Tell us a fun fact
My favourite fact in the world is that penguins have internal knees that are found inside their torso (try searching for an X-ray of a penguin), which is why they waddle.
Tell us about your career journey so far
I started my career with an undergraduate degree in the biological sciences and went straight into a PhD in the laboratory after that, as I thought that was the only option available to someone wanting to do scientific research as a job! During my PhD I realised that I wanted to do work that had a more immediate impact in the real world and thus (after a bit of a gap) I took a job at is what is now Public Health England (PHE), partly in a research role and partly supporting national service delivery. That post whetted my appetite for epidemiology (the study and analysis of the distribution, patterns and determinants of health and disease conditions in defined populations), which I hadn’t even realised was a field of study up until this point. After a stint of a few months working in the USA, I switched jobs in the UK to a fully research role at a university and simultaneously started studying part-time for a master’s in epidemiology, for which I was kindly supported by my employer. Since then, I’ve largely been working on my own research ideas, and now have a group of staff and students who work with me on different viral and bacterial infections (tuberculosis, Epstein Barr Virus, Hepatitis C), as well as optimising their treatment. My role involves advisory work for national and international agencies, including the World Health Organization, and- inevitably as I write this in the middle of 2020- has included research to help control the COVID-19 pandemic.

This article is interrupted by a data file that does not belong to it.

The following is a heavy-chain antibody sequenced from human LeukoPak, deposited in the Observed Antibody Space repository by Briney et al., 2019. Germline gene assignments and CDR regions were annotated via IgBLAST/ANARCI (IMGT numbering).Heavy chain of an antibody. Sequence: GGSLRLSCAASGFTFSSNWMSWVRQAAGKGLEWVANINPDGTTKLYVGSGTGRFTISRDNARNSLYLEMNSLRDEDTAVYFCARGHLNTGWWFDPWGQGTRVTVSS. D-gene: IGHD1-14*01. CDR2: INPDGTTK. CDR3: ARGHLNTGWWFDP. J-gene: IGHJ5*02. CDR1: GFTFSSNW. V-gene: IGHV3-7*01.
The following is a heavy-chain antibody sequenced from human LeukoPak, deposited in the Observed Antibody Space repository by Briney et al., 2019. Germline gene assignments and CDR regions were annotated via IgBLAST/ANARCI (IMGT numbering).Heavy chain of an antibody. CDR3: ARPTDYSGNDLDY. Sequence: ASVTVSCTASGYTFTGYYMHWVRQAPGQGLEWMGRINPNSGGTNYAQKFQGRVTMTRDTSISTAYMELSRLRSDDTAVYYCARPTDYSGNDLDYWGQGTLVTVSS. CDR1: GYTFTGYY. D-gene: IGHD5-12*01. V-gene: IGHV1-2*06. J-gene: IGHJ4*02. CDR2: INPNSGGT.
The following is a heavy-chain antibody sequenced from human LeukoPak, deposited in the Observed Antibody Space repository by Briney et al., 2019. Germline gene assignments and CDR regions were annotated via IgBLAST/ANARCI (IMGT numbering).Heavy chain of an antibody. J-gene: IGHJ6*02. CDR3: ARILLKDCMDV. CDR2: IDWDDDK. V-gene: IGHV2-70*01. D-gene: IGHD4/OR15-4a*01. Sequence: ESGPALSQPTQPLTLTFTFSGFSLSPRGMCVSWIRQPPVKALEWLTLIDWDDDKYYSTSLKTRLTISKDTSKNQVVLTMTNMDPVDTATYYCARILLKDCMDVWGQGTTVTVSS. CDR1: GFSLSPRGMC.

What was your favourite subject in school and why?
History- I particularly loved Russian and social history. During my A-Levels I used to enjoy reading novels from the country and era we were studying. Despite this, I went on to do a science degree!
What subjects/qualifications are useful in your role?
My A(S)-Levels were split down the middle with History, Economics and Critical Thinking on one side versus Biology and Chemistry on the other. These days, I barely use the knowledge from any of these to do my job, but Biology and Chemistry were essential to get into my degree of choice. I don’t like to think of anything as wasted, though- I enjoyed my other subjects and am sure that they shaped my outlook on life. In hindsight, I wish I’d taken Maths at A-Level (never let anyone tell you Biology and Maths isn’t a good pairing to study), but get along okay without it.
What is your favourite thing about your job?
Many things- the variety of the work that I get to do on a day-to-day basis, the privilege of working with colleagues from all around the world, and the feeling of doing something useful that really contributes to society.
What is a normal day in your role like?
There is no standard day in my job and our hours are pretty flexible. Part of my day is spent engaging with my colleagues, staff and students about ongoing projects or planning new ones; our current collaborations include work in Cambodia, Latvia and South Korea. We have in-depth discussions about how to collect good data, how best to do our analyses, and I spend a lot of time supporting people so they can do their role well. Critically, we talk about how to get the most out of our science- what are the needs of policymakers, what’s holding the field back- and try to tailor our work to that purpose.
Depending on the time of year, I might also be doing some teaching. My favourite piece of teaching university students is our yearly simulated disease outbreak exercise, where on day one we pretend that I’ve held a party that some people got food poisoning from and the students have to figure out the source of the outbreak and what to do about it by the end of the third day.
Suggest an activity that could be done at home that illustrates an aspect of your work?
Play the board game Pandemic!